Last year the Indianapolis Colts’ cornerback position gave us a few twists and turns throughout the course of the season. Rashaan Melvin put up a career campaign, Vontae Davis was released, Quincy Wilson played well, yet was rarely active and Nate Hairston unexpectedly held on to the nickel role throughout the year and played quite well as a rookie.
Of course these are just a few examples, but when considering how awful the pass defense was as a whole, things like ‘tied for last in the league in yards per pass play,’ and ‘dead last in the league, allowing 64 20-plus yard plays’ are what seem to come to mind for most. This year, the position is filled with rookies and second-year guys who aren’t getting much attention.
With only three corners on the roster with at least 3 years experience, this crew is bound to offer up some surprises this season as well. Thus far, in the eyes of most fans, the de facto starters are Pierre Desir and Quincy Wilson on the outside, and Nate Hairston in the nickel. But, there’s another guy who has gotten the coaching staff’s attention as well.
The scheme change is going to affect most of those on the roster who were in Indy last season. Wilson was primarily a man-coverage guy coming out of Florida and will have to prove that he has the instincts in more zone looks. Hairston, on the other hand, will actually be coming into a more familiar role in which he succeeded at Temple as will Desir who was lauded coming out of school for his attack-the-ball style in zone coverage and quality tackling ability.
In the meantime, it’s been Kenny Moore II who has been getting talked up for what he’s shown in the offseason program. Chris Ballard has been a fan of Moore since claiming off waivers from the New England Patriots in early September of last year. This year, with a new staff, he seems to be making an early impression on them too.
Colts’ defensive coordinator, Matt Eberflus, is liking what he’s seen of Moore. Last season should have given most of us a heads up on how tough Moore is despite his 5-foot-9 frame. Moore totaled 33 tackles in 2017 while starting only 5 games and was as, or more, productive as any of the cornerbacks on the roster given playing time.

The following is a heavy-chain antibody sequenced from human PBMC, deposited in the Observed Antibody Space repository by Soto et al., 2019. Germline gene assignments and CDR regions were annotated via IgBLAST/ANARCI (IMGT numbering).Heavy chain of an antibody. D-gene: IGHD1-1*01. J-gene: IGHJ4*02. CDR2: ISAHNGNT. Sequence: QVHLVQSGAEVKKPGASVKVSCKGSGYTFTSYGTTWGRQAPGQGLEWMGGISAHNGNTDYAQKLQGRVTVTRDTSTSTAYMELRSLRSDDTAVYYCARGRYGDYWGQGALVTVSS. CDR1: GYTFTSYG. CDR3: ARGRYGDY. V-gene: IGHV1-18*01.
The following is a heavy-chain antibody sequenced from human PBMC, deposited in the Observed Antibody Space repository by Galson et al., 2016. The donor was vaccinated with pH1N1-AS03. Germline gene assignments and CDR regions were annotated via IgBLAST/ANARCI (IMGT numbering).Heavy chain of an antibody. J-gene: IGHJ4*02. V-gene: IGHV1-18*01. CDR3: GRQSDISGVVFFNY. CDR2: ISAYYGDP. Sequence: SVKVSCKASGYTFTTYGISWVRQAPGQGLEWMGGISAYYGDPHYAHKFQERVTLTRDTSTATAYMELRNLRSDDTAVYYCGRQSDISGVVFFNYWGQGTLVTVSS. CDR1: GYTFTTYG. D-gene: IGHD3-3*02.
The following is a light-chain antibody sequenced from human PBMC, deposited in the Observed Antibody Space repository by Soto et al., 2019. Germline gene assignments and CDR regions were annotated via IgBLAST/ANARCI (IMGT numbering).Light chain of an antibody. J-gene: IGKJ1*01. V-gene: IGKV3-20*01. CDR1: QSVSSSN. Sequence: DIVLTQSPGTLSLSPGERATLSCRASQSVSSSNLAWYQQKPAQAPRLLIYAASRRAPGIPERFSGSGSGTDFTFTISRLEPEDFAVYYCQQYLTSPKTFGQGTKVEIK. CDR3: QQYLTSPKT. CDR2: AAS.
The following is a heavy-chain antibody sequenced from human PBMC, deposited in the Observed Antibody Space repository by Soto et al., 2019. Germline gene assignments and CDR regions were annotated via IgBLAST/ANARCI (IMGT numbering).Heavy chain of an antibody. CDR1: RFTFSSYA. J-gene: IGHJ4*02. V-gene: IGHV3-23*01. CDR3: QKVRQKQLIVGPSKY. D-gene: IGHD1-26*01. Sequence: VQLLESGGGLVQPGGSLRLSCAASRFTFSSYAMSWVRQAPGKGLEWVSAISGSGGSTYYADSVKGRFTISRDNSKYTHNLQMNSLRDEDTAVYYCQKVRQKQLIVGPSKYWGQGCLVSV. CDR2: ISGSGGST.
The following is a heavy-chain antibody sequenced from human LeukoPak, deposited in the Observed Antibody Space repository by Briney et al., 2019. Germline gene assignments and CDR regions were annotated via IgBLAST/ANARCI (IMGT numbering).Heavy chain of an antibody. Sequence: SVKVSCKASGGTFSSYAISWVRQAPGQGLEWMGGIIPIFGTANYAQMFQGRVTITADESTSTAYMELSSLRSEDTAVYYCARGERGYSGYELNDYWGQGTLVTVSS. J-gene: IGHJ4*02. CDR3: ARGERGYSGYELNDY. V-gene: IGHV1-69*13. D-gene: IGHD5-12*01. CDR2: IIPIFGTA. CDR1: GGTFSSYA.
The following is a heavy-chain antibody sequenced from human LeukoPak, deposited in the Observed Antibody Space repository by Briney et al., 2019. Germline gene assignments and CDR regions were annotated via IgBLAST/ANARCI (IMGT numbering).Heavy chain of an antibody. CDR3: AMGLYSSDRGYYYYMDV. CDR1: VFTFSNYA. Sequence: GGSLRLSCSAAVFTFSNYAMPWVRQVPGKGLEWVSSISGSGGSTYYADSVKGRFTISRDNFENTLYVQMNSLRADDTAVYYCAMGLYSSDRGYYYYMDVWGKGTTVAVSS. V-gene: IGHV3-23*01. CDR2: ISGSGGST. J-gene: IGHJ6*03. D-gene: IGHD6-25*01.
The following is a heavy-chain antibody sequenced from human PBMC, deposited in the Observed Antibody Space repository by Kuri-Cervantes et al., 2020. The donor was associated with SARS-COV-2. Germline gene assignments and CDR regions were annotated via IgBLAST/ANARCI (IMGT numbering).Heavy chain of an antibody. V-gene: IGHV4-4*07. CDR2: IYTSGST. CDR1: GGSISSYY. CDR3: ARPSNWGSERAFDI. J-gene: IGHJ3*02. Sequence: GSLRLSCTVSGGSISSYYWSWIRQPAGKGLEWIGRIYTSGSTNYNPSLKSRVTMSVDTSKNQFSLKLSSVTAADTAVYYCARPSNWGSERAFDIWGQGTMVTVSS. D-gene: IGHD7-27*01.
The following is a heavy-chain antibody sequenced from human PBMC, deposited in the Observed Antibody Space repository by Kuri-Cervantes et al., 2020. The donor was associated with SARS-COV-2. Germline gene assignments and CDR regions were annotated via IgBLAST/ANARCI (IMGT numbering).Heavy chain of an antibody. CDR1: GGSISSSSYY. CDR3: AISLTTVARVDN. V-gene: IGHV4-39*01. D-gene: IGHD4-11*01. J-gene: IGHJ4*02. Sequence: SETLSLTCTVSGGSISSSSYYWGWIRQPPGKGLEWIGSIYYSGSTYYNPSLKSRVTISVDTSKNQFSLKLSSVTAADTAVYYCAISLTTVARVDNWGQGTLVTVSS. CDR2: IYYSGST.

Eberflus is seeing an ideal fit into his scheme on the backend in Moore.
“I think he is a player that we look for in terms of showing what our system is about. In terms of his hustle, his mental makeup, his character and what he displays on the football field. He has done a really good job of that this spring so far.”
But, how is Moore going to unseat one of the starters? Well, first and foremost we need to throw out — to a point — who we feel will be starting where. I’m not so sure the Colts won’t try Hairston out on the boundary this year as they did last season in training camp. Additionally, maybe shouldn’t pencil-in Desir as a starter any more than we can Wilson at this point.
Even though these three make logical sense to be the leaders for the starting roles, this coaching staff is still going to want to see each of them in various spots to determine who best fits at each position as if they’ve never seen any of them play before now. With that, I believe Moore has as much a shot to start as any of them.
I’m intrigued to see if Moore continues as a boundary corner or whether they try him out in the slot. This could possibly lead to interesting decisions with the rest of the group as well. As much as we all want Wilson to shine and Desir to realize the potential many saw in his pre-draft process, does anyone really care who earns the role if they end up being the right fit and succeed?
Not at this point. All of the corners are relatively young and unproven, but Frank Reich has reiterated how comfortable he is with who they have in the secondary. This, for me, says that the competition for these positions — especially at cornerback — is going to be quite interesting from the end of July and well into August.
It’s reasonable to assume that all of these corners will be used throughout the season quite a bit. But, will we see an unsuspected starter emerge? Will one of the undrafted additions make the roster after a standout summer and end up serving a significant purpose throughout the season?
I think we’d all prefer that the players at the top of the position have a great year, but injuries happen, players decline and ascend and new coaches don’t always see players the same as their predecessors did. This should be a very fun group to watch through camp and the preseason.